Types

By the early 17th century, the familiar shape of the dumbbell, with two equal weights attached to a handle, had appeared. There are currently three main types of dumbbell:

A spinlock adjustable dumbbell.
A "selectorized" adjustable dumbbell of 50 lbs with 10 pound weight increments.
  • Adjustable dumbbells consist of a metal bar whose centre portion is often engraved with a crosshatch pattern (knurling) to improve grip. Weight disks (plates) are slid onto the outer portions of the dumbbell and secured with clips or collars. Shown to the right is a "spinlock" dumbbell, whose ends are threaded to accept large nuts as collars. Alternatively, a dumbbell may have smooth ends with plates being secured by a sprung collar. Nowadays, many commercially sold dumbbells are available with sophisticated, and easy-to-use methods for weight increments adjustments. This is meant to afford ease of use, thus preventing the need to stop workouts in order to raise or lower the weights.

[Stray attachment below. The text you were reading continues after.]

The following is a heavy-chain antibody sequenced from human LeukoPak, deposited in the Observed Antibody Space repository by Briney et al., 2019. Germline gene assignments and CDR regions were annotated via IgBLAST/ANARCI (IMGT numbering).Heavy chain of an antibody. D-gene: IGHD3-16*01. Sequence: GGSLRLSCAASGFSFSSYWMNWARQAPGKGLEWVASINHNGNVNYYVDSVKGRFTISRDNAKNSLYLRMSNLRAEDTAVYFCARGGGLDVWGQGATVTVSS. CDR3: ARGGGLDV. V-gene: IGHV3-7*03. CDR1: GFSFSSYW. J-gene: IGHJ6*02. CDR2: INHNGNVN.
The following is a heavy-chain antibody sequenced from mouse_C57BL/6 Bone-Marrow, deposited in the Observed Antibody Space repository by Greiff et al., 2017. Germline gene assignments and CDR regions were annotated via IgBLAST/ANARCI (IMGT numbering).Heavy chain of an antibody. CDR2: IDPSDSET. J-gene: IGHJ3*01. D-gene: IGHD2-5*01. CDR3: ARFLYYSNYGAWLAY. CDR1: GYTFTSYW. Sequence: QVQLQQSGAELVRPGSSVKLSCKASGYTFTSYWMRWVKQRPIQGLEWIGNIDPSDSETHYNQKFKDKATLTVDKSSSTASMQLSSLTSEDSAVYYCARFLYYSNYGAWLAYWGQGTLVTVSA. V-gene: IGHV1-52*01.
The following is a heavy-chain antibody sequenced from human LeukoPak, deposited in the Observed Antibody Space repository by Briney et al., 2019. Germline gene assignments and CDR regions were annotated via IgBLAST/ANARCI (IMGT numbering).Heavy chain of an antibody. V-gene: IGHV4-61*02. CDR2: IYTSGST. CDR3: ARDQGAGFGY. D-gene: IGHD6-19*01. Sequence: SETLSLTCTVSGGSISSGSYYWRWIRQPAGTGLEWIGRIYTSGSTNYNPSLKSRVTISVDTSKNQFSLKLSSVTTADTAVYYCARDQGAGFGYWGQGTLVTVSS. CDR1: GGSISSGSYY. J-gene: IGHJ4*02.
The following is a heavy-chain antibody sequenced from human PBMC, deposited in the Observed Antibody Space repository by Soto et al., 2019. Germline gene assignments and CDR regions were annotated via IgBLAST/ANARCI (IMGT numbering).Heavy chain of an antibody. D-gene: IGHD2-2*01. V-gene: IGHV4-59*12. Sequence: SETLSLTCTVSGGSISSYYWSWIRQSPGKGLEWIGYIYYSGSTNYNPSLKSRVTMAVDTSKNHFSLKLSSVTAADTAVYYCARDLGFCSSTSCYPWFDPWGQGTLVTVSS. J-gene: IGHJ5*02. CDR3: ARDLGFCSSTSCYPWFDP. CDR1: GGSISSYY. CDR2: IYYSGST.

• Fixed-weight dumbbells are weights created in a dumbbell shape. Inexpensive varieties consist of cast iron, sometimes coated with rubber or neoprene for comfort, and even cheaper versions consist of a rigid plastic shell that is filled with concrete.
  • "Selectorized" dumbbells are adjustable dumbbells whose number of plates (i.e. weight) can be easily changed when it's resting in its stands. This is achieved by adjusting the number of plates that follow the handle when lifted, e.g. by turning a dial or moving a selector pin — rather than manually adding or removing plates. This makes it very easy to change the weight of the dumbbell between exercises, and the stand typically doubles as storage for the additional weights not being used for a particular exercise.